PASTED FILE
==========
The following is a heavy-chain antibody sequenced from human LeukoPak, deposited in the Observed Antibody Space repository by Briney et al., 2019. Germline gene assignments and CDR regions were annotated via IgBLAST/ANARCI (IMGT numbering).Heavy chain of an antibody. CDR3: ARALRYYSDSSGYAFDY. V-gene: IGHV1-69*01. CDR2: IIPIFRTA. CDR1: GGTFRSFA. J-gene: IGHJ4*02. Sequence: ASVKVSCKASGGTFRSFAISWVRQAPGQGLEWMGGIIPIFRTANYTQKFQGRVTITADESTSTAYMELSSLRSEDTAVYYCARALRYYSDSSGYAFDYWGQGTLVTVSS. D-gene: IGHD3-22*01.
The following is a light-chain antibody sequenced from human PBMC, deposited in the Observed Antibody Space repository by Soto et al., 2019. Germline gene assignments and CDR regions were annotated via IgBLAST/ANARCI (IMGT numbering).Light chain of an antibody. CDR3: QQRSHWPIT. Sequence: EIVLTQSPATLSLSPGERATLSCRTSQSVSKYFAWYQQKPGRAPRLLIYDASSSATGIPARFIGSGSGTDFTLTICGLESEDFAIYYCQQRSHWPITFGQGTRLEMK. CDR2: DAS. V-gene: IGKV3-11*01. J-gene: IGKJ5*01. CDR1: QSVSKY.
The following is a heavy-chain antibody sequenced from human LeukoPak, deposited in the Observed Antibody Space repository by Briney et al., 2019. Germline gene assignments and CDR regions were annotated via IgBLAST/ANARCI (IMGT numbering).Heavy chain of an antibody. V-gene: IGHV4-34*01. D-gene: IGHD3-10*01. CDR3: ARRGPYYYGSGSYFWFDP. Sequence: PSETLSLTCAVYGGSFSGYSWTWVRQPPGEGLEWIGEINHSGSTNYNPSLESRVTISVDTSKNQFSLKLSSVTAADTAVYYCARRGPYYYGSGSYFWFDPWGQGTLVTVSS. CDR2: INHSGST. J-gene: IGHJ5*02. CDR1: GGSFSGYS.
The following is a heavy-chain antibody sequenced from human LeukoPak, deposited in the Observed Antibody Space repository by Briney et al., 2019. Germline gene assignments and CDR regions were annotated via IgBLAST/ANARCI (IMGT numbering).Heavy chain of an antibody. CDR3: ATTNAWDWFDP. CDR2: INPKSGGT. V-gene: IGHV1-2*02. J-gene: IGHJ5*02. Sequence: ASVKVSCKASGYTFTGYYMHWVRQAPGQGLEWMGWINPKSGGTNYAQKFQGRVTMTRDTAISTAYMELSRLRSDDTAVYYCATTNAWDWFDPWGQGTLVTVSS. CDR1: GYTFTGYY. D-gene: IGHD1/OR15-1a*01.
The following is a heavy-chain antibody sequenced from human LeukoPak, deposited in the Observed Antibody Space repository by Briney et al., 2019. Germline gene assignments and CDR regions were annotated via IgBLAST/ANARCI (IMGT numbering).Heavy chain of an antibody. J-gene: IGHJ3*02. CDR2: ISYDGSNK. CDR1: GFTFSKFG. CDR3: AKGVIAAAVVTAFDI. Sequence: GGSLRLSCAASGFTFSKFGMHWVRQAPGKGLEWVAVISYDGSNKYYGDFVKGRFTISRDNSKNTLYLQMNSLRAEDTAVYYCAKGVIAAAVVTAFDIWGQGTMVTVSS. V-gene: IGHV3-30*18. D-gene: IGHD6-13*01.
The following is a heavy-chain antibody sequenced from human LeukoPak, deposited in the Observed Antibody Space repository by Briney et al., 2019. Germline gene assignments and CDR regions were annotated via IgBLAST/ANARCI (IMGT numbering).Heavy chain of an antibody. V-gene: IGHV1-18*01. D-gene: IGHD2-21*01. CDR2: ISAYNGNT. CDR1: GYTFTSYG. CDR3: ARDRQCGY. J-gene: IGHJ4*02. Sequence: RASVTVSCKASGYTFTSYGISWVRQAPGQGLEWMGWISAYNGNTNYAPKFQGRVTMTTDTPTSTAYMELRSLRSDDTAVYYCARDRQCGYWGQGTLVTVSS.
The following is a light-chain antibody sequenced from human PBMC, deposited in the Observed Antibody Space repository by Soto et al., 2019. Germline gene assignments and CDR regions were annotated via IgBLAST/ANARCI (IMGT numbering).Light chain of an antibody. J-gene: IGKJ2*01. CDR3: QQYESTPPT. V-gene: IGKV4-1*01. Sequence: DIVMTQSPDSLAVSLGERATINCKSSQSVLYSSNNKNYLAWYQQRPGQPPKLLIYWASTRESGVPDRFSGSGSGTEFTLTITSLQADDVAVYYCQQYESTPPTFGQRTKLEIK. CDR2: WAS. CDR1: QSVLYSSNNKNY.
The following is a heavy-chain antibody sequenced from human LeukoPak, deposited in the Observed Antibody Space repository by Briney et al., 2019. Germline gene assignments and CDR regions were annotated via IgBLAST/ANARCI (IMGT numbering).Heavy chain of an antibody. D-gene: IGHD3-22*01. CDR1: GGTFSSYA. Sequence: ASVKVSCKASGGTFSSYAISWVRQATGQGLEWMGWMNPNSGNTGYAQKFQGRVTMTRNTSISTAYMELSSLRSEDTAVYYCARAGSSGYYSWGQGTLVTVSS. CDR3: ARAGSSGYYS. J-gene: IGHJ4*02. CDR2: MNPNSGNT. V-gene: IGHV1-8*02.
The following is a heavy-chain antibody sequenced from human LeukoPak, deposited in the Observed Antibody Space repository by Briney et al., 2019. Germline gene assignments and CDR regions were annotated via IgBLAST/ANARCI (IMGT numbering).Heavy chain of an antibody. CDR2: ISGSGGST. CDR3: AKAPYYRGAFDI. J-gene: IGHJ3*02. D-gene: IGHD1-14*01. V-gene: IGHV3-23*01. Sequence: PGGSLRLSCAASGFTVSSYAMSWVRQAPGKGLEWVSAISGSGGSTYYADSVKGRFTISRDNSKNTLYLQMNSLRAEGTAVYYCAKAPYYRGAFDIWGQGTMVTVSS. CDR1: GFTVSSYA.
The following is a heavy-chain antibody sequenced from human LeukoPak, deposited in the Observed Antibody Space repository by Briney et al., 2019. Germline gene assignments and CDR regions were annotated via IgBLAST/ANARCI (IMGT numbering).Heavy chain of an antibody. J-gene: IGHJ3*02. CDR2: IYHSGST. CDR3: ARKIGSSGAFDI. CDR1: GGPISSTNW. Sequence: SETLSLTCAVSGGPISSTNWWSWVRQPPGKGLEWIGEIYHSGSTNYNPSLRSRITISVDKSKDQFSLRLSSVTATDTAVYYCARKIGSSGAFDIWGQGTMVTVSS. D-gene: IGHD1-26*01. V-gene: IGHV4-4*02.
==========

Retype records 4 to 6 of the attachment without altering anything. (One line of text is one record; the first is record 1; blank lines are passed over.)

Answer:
The following is a heavy-chain antibody sequenced from human LeukoPak, deposited in the Observed Antibody Space repository by Briney et al., 2019. Germline gene assignments and CDR regions were annotated via IgBLAST/ANARCI (IMGT numbering).Heavy chain of an antibody. CDR3: ATTNAWDWFDP. CDR2: INPKSGGT. V-gene: IGHV1-2*02. J-gene: IGHJ5*02. Sequence: ASVKVSCKASGYTFTGYYMHWVRQAPGQGLEWMGWINPKSGGTNYAQKFQGRVTMTRDTAISTAYMELSRLRSDDTAVYYCATTNAWDWFDPWGQGTLVTVSS. CDR1: GYTFTGYY. D-gene: IGHD1/OR15-1a*01.
The following is a heavy-chain antibody sequenced from human LeukoPak, deposited in the Observed Antibody Space repository by Briney et al., 2019. Germline gene assignments and CDR regions were annotated via IgBLAST/ANARCI (IMGT numbering).Heavy chain of an antibody. J-gene: IGHJ3*02. CDR2: ISYDGSNK. CDR1: GFTFSKFG. CDR3: AKGVIAAAVVTAFDI. Sequence: GGSLRLSCAASGFTFSKFGMHWVRQAPGKGLEWVAVISYDGSNKYYGDFVKGRFTISRDNSKNTLYLQMNSLRAEDTAVYYCAKGVIAAAVVTAFDIWGQGTMVTVSS. V-gene: IGHV3-30*18. D-gene: IGHD6-13*01.
The following is a heavy-chain antibody sequenced from human LeukoPak, deposited in the Observed Antibody Space repository by Briney et al., 2019. Germline gene assignments and CDR regions were annotated via IgBLAST/ANARCI (IMGT numbering).Heavy chain of an antibody. V-gene: IGHV1-18*01. D-gene: IGHD2-21*01. CDR2: ISAYNGNT. CDR1: GYTFTSYG. CDR3: ARDRQCGY. J-gene: IGHJ4*02. Sequence: RASVTVSCKASGYTFTSYGISWVRQAPGQGLEWMGWISAYNGNTNYAPKFQGRVTMTTDTPTSTAYMELRSLRSDDTAVYYCARDRQCGYWGQGTLVTVSS.